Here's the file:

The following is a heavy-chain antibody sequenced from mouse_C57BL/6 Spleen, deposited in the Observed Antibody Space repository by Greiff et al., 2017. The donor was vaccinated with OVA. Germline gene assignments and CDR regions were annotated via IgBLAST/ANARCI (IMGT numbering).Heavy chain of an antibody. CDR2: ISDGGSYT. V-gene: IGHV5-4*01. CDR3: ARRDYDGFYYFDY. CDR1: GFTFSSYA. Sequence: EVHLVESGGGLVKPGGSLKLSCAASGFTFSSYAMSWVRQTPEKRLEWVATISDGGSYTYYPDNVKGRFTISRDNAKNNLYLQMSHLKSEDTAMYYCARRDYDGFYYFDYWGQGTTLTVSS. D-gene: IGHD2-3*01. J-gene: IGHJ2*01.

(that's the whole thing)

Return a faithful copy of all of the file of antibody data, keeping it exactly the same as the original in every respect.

The following is a heavy-chain antibody sequenced from mouse_C57BL/6 Spleen, deposited in the Observed Antibody Space repository by Greiff et al., 2017. The donor was vaccinated with OVA. Germline gene assignments and CDR regions were annotated via IgBLAST/ANARCI (IMGT numbering).Heavy chain of an antibody. CDR2: ISDGGSYT. V-gene: IGHV5-4*01. CDR3: ARRDYDGFYYFDY. CDR1: GFTFSSYA. Sequence: EVHLVESGGGLVKPGGSLKLSCAASGFTFSSYAMSWVRQTPEKRLEWVATISDGGSYTYYPDNVKGRFTISRDNAKNNLYLQMSHLKSEDTAMYYCARRDYDGFYYFDYWGQGTTLTVSS. D-gene: IGHD2-3*01. J-gene: IGHJ2*01.